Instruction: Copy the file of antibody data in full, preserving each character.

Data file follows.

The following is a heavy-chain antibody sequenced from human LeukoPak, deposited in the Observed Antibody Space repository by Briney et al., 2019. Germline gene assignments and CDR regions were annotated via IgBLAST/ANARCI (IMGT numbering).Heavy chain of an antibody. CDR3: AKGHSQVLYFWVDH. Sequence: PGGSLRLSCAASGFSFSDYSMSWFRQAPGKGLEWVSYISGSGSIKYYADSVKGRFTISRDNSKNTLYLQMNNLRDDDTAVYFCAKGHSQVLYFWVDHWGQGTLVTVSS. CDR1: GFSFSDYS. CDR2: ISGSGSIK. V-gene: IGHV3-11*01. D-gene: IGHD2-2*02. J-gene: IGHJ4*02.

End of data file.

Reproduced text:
The following is a heavy-chain antibody sequenced from human LeukoPak, deposited in the Observed Antibody Space repository by Briney et al., 2019. Germline gene assignments and CDR regions were annotated via IgBLAST/ANARCI (IMGT numbering).Heavy chain of an antibody. CDR3: AKGHSQVLYFWVDH. Sequence: PGGSLRLSCAASGFSFSDYSMSWFRQAPGKGLEWVSYISGSGSIKYYADSVKGRFTISRDNSKNTLYLQMNNLRDDDTAVYFCAKGHSQVLYFWVDHWGQGTLVTVSS. CDR1: GFSFSDYS. CDR2: ISGSGSIK. V-gene: IGHV3-11*01. D-gene: IGHD2-2*02. J-gene: IGHJ4*02.